Wheat basis strengthened a cent at a Texas rail facility on Wednesday. Basis in Texas for hard red winter rate now ranges from $1.02-$1.65 ahead of nearby March futures prices. Cash prices were stable elsewhere across the Plains and Midwest. Farmer sales slowed as futures prices retreated yesterday. Protein premiums on hard red winter cash wheat delivered to or through Kansas City were unchanged from yesterday, as shown below:
The month-long public transport workers’ strike in France continues to prevent grain from reaching terminals despite rising cash prices. Some 16.5 million bushels of grain worth an upwards of $111 million remains trapped in French ports as the strike drags on. Buyers are beginning to consider alternative sources of cheaper grain in the European Union, eroding French wheat futures prices.
Increased Egyptian demand and a proposed export quota fueled seasonal highs for Russian wheat last week. Some buyers of Russian wheat may turn to Ukraine should the quotas prove too restrictive to international demand. Abnormally warm and dry weather does not seem to be significantly impacting yields though the markets will closely monitor soil moisture levels to ensure production forecasts.
Jordan issued a tender to purchase 4.4 million bushels of hard wheat yesterday. It requests the total be split into separate 2.2 million-bushel sales to be delivered in August and September. The tender closes next Tuesday.
Japan also issued a tender to purchase wheat from the U.S. and Canada. The regular tender requests 3 million bushels of food-grade wheat from the U.S. Japan issues tenders for milling wheat about three times a month.
Weather: Rainfall is more favorable in Argentina in February and March, though models are showing high variability of the total amount. Temperatures will trend on the cooler side of normal which should not significantly impact corn and soybean yields, though wet corn could be a risk if wetness lingers into early-planted corn acres.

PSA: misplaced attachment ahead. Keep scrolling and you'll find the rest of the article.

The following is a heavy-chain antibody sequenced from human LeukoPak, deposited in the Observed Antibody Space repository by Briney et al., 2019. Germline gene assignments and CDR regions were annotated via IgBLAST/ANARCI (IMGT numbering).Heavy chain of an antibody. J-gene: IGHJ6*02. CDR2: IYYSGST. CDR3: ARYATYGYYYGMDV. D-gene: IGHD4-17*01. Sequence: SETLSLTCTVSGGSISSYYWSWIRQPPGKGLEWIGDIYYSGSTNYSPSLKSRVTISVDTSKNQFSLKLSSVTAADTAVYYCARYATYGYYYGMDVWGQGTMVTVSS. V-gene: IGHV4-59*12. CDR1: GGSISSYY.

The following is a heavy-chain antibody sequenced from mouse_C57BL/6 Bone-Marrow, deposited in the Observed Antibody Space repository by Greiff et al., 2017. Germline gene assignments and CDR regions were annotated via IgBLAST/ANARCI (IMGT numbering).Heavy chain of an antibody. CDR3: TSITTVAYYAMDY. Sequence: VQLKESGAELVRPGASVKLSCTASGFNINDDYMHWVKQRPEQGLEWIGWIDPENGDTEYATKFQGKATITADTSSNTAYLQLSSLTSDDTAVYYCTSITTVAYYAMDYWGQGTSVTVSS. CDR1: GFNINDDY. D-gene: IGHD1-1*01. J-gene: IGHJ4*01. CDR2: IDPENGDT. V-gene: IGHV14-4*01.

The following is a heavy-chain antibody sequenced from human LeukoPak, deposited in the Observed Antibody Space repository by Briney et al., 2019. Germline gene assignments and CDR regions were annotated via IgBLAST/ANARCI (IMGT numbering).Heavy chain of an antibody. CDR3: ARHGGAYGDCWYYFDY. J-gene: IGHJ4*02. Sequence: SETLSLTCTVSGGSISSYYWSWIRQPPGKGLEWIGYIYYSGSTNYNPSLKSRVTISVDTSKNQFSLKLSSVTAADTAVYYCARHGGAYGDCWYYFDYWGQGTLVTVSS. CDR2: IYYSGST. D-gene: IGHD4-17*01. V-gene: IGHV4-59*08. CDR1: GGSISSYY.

A snowstorm will continue to batter the Western Corn Belt through Saturday morning. Total accumulation will vary between three and eight inches through much of the Upper Mississippi Valley while the Southern Plains and Southern Mississippi Valley could see up to an inch of rainfall today according to precipitation estimates from NOAA. The system will push east into the Ohio River Valley and onto the Northeast where a rain-snow mix will be likely by Saturday afternoon.
Financials: Concerns over the rapid spread of the coronavirus outbreak in China halting global economic growth weighed significantly on global stocks overnight. Increased travel restrictions and quarantines ahead of Saturday’s New Year celebrations will likely reduce consumer spending, sending Dow futures 23 points lower in overnight trading.
On a positive note for the overall economy yesterday, December 2019 sales of total existing homes increased by 540,000 from December 2018 to 5.54 million sales. Median home prices rose to $274,500 in December, which was a $19,800 increase from a year ago. The results were slightly higher than analysts’ expectations and were indicative of other sources of economic strength, such as low unemployment and wage growth. However, the demand uptick comes at the price of availability as units available this December decreased by 130,000 units to 1.4 million units on the year.
Energy prices continued to trend lower on the fear that the coronavirus outbreak would curb Chinese demand as travel restrictions are enforced ahead of the Lunar New Year holiday. The March light crude futures price lost $0.93 to $55.81 as a result.